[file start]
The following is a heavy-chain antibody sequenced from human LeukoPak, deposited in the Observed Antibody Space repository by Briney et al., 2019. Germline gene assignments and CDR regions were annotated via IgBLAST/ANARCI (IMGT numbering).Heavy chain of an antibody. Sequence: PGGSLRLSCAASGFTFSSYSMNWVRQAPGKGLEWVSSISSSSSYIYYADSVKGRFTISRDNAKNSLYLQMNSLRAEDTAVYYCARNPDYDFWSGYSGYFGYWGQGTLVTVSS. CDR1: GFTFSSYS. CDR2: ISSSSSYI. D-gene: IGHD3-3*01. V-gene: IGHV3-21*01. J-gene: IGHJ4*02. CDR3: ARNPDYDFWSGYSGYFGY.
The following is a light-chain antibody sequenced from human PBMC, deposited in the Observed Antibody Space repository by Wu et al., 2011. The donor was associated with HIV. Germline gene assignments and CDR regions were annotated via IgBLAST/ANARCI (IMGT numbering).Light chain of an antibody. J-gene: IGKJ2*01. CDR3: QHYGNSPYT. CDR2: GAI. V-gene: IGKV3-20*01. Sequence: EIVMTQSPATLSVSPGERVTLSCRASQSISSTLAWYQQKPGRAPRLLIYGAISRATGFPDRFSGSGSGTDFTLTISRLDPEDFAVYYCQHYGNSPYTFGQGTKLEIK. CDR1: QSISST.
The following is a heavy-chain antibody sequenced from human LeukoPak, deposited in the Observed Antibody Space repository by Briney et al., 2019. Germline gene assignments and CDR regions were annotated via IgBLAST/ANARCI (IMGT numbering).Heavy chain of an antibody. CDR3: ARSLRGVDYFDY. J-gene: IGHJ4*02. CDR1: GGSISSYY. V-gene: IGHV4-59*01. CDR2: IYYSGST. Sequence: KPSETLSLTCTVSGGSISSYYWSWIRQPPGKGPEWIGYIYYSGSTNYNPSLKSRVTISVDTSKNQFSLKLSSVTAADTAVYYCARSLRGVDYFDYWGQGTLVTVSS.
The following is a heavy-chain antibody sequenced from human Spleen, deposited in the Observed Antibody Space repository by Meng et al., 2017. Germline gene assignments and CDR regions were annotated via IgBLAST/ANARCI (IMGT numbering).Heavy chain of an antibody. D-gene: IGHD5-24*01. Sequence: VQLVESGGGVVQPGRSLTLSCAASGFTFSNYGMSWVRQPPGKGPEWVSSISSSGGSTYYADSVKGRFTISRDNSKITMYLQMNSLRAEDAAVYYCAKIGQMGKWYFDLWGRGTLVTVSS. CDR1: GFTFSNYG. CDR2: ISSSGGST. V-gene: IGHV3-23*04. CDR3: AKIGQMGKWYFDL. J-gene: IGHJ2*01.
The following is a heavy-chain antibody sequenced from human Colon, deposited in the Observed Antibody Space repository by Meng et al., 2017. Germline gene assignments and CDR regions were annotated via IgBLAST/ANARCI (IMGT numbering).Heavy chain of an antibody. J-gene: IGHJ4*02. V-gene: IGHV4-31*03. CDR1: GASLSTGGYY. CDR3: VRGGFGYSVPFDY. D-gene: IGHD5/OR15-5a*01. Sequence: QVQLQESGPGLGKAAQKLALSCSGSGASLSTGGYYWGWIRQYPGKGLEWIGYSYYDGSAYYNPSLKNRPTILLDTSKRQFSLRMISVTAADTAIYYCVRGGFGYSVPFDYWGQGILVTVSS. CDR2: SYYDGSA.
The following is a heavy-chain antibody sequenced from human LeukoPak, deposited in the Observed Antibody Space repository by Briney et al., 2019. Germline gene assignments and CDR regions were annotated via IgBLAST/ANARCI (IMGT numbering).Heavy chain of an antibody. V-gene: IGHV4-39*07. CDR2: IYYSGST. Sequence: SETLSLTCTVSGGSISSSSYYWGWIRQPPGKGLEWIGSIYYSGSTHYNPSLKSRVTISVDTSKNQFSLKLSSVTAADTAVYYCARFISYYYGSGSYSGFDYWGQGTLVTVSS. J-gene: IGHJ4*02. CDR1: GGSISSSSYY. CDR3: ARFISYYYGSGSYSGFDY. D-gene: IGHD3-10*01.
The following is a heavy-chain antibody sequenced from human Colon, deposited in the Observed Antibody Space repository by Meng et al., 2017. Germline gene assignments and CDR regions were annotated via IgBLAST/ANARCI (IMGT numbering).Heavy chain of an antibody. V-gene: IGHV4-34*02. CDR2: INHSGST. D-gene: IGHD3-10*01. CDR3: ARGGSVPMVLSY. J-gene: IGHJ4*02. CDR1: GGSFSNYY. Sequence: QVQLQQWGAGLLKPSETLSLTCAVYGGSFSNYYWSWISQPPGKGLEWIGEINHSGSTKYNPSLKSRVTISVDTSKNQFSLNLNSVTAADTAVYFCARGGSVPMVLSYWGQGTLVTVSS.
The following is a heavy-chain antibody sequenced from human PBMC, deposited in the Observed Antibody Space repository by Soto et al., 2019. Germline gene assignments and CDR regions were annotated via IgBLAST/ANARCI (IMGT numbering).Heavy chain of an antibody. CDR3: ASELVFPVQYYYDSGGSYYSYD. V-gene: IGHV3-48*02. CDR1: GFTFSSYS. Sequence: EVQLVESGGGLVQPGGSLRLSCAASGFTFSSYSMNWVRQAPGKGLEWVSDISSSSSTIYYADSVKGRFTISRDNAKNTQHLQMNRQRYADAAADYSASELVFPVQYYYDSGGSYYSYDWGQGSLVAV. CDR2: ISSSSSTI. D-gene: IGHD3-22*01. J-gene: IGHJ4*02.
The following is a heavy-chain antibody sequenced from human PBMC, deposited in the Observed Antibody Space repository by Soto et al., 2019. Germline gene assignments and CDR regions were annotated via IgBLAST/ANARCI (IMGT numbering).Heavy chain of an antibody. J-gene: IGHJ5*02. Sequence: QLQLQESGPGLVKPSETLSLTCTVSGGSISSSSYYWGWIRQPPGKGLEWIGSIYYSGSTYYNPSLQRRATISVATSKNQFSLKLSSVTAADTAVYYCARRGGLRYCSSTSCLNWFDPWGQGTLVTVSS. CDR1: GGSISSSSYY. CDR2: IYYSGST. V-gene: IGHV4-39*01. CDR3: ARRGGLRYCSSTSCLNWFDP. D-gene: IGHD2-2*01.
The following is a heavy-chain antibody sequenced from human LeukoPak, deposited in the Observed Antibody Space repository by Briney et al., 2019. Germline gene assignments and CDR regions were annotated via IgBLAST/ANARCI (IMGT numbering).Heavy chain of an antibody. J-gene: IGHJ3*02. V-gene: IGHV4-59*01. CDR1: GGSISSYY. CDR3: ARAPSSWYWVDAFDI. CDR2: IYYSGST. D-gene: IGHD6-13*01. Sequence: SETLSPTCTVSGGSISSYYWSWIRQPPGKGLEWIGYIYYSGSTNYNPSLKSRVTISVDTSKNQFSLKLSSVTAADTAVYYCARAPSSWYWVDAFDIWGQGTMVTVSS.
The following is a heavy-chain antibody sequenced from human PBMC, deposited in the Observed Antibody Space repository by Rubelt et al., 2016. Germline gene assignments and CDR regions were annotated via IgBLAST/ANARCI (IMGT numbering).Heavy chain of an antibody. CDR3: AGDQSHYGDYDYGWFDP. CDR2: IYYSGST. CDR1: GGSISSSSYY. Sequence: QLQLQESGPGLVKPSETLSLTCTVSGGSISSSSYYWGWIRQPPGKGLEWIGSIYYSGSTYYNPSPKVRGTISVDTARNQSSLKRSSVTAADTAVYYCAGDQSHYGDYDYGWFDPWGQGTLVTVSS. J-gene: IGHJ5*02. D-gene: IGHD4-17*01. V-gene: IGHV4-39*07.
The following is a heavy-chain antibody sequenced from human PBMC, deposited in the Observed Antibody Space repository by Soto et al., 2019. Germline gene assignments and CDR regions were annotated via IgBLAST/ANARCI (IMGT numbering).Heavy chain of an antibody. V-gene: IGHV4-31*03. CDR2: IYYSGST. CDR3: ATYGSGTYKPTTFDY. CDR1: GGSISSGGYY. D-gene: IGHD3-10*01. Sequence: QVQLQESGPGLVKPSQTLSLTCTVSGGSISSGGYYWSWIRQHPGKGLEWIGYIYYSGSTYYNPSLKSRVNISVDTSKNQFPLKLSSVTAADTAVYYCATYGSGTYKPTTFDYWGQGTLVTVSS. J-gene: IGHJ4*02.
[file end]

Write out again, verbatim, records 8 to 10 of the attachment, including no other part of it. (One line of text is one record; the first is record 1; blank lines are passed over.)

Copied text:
The following is a heavy-chain antibody sequenced from human PBMC, deposited in the Observed Antibody Space repository by Soto et al., 2019. Germline gene assignments and CDR regions were annotated via IgBLAST/ANARCI (IMGT numbering).Heavy chain of an antibody. CDR3: ASELVFPVQYYYDSGGSYYSYD. V-gene: IGHV3-48*02. CDR1: GFTFSSYS. Sequence: EVQLVESGGGLVQPGGSLRLSCAASGFTFSSYSMNWVRQAPGKGLEWVSDISSSSSTIYYADSVKGRFTISRDNAKNTQHLQMNRQRYADAAADYSASELVFPVQYYYDSGGSYYSYDWGQGSLVAV. CDR2: ISSSSSTI. D-gene: IGHD3-22*01. J-gene: IGHJ4*02.
The following is a heavy-chain antibody sequenced from human PBMC, deposited in the Observed Antibody Space repository by Soto et al., 2019. Germline gene assignments and CDR regions were annotated via IgBLAST/ANARCI (IMGT numbering).Heavy chain of an antibody. J-gene: IGHJ5*02. Sequence: QLQLQESGPGLVKPSETLSLTCTVSGGSISSSSYYWGWIRQPPGKGLEWIGSIYYSGSTYYNPSLQRRATISVATSKNQFSLKLSSVTAADTAVYYCARRGGLRYCSSTSCLNWFDPWGQGTLVTVSS. CDR1: GGSISSSSYY. CDR2: IYYSGST. V-gene: IGHV4-39*01. CDR3: ARRGGLRYCSSTSCLNWFDP. D-gene: IGHD2-2*01.
The following is a heavy-chain antibody sequenced from human LeukoPak, deposited in the Observed Antibody Space repository by Briney et al., 2019. Germline gene assignments and CDR regions were annotated via IgBLAST/ANARCI (IMGT numbering).Heavy chain of an antibody. J-gene: IGHJ3*02. V-gene: IGHV4-59*01. CDR1: GGSISSYY. CDR3: ARAPSSWYWVDAFDI. CDR2: IYYSGST. D-gene: IGHD6-13*01. Sequence: SETLSPTCTVSGGSISSYYWSWIRQPPGKGLEWIGYIYYSGSTNYNPSLKSRVTISVDTSKNQFSLKLSSVTAADTAVYYCARAPSSWYWVDAFDIWGQGTMVTVSS.